Tobacco growers turn heat on RBZ

November 11, 2021

 

LIVINGSTONE MARUFU

 

Tobacco growers are pressing the Reserve Bank of Zimbabwe to reduce the export surrender portion and increase foreign currency retention levels amid indications that the golden leaf farming has become unviable due to hefty loans that growers are trapped in.

The farmers say they will be able to repay loans and get out of the contract trap if the forex retention levels are increased.

Tobacco contract farming now accounts for over 95% of the market share and this has left farmers and the country with nothing to count for on the increased golden leaf output.

Zimbabwe Tobacco Association CEO Rodney Ambrose told Business Times that good government policies can get the farmers out of the situation.

“Our fight for the 80% retention has not changed and we keep pressing until the authorities improve the situation so that there is an improved viability in the sector. It does not help to hear that tobacco export receipts are near US$1bn when the farmers and the country get less than 15% of that amount with the rest returning to tobacco merchants,” Ambrose said.

“We intend to meet as growers associations’ representatives very soon to  put together our position paper to the central bank. Whatever the forex component they will give us we want  the local currency balance  to be at a market related exchange rate.”

The push for a higher retention threshold comes as tobacco farmers have threatened to reduce hectarage this season amid indications that they borrowed less to the tobacco merchants to fully repay loans and the failure of the government to bail out stranded farmers in time.

The delays by the government in making the US$60m facility accessible raising a lot of dust in various fora as some government officials were accused of dining with tobacco merchants who are making life difficult for farmers.

He said the new season has started well, with the irrigated crop already planted.

ZTA chief said at this early stage, with good rains forecasted, a marginal increase of between 5-10% on the 211m kilogrammes marketed this season can be predicted.

Ambrose said farmers continue to face serious viability challenges as 60:40 forex retention remained in place; as a result, reviewed forex retention is expected.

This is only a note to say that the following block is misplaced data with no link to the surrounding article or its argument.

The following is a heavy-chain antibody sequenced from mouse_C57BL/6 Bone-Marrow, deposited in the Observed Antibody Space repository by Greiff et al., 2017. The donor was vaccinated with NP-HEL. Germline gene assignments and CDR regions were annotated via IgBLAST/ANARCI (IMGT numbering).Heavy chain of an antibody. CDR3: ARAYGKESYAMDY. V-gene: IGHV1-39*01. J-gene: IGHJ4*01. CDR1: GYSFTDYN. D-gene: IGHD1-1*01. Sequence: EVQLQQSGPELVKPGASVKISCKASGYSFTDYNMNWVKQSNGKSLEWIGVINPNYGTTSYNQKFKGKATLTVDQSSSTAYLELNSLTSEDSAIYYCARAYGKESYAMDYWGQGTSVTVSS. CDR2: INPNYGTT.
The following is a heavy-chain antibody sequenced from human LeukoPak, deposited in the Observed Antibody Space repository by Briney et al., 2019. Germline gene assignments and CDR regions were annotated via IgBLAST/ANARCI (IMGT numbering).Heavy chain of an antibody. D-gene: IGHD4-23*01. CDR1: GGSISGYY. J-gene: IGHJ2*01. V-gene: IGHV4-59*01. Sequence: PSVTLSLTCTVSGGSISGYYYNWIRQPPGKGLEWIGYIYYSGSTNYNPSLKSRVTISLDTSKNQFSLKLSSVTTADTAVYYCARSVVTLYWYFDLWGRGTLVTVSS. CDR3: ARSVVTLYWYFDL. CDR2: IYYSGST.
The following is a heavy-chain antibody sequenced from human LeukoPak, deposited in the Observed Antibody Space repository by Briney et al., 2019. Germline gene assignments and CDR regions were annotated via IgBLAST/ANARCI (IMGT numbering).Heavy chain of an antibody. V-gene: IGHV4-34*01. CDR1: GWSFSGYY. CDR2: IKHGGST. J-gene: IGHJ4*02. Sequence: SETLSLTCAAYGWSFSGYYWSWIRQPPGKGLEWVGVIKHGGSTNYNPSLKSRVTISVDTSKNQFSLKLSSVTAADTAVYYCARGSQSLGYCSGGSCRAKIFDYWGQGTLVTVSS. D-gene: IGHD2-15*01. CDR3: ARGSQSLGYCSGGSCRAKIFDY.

“For those who sold early – midseason there was realisation of some value of sales proceeds. Growers who sold in the last half of the season experienced a rapid loss of value of their sales proceeds as USD components of input costs increased and the retooling rate and official rate variance widened,” Ambrose said.

He said on the US$60m local facility, tobacco growers await further guidance on how growers can access the promised facility with huge concerns over the lateness to announce formalities as thousands of growers have already fully committed themselves to contractors.

Reserve Bank of Zimbabwe governor John Mangudya said the central bank will continue engaging the tobacco growers to ensure viability.

“My door is open  for engagement with the tobacco growers to ensure that tobacco growing is sustainable  for all stakeholders,” Mangudya.

He, however, said tobacco farmers are the most favoured  group as they get 60% of the net export revenue unlike other exporters.

Tobacco is the fourth largest foreign currency earner behind platinum, diaspora remittances and gold.

The golden leaf’s contribution to the country’s exports has gone down as it is understood that the tobacco merchants deduct their dues at the floors, a situation which has seen some tobacco farmers taking home negative balances as some debts are carried forward.

This situation has affected production.

Farmers’ output, they claim, have not been creating sufficient returns to repay the loans in full and at least take home something significant.

About 90% of growers are now 100% US$ borrowed from their contractor, implying no new US$ comes into the country until US$ loans are repaid.

 

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